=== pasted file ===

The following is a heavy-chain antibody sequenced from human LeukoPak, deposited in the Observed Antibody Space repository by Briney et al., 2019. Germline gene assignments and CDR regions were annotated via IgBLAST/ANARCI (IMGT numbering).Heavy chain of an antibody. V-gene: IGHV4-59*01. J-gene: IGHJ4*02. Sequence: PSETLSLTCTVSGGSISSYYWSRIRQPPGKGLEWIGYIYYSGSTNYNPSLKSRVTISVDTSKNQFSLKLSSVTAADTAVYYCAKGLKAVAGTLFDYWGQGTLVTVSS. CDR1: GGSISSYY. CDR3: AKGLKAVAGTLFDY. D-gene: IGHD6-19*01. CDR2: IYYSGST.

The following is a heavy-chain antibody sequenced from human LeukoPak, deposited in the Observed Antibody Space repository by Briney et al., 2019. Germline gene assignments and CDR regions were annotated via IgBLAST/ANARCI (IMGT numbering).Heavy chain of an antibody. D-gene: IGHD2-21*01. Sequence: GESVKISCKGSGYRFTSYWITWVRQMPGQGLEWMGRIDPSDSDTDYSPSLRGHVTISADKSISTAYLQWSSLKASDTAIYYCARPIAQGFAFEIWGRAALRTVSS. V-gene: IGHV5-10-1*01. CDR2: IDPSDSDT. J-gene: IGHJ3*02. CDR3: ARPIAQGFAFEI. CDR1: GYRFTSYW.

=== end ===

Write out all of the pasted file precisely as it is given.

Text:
The following is a heavy-chain antibody sequenced from human LeukoPak, deposited in the Observed Antibody Space repository by Briney et al., 2019. Germline gene assignments and CDR regions were annotated via IgBLAST/ANARCI (IMGT numbering).Heavy chain of an antibody. V-gene: IGHV4-59*01. J-gene: IGHJ4*02. Sequence: PSETLSLTCTVSGGSISSYYWSRIRQPPGKGLEWIGYIYYSGSTNYNPSLKSRVTISVDTSKNQFSLKLSSVTAADTAVYYCAKGLKAVAGTLFDYWGQGTLVTVSS. CDR1: GGSISSYY. CDR3: AKGLKAVAGTLFDY. D-gene: IGHD6-19*01. CDR2: IYYSGST.

The following is a heavy-chain antibody sequenced from human LeukoPak, deposited in the Observed Antibody Space repository by Briney et al., 2019. Germline gene assignments and CDR regions were annotated via IgBLAST/ANARCI (IMGT numbering).Heavy chain of an antibody. D-gene: IGHD2-21*01. Sequence: GESVKISCKGSGYRFTSYWITWVRQMPGQGLEWMGRIDPSDSDTDYSPSLRGHVTISADKSISTAYLQWSSLKASDTAIYYCARPIAQGFAFEIWGRAALRTVSS. V-gene: IGHV5-10-1*01. CDR2: IDPSDSDT. J-gene: IGHJ3*02. CDR3: ARPIAQGFAFEI. CDR1: GYRFTSYW.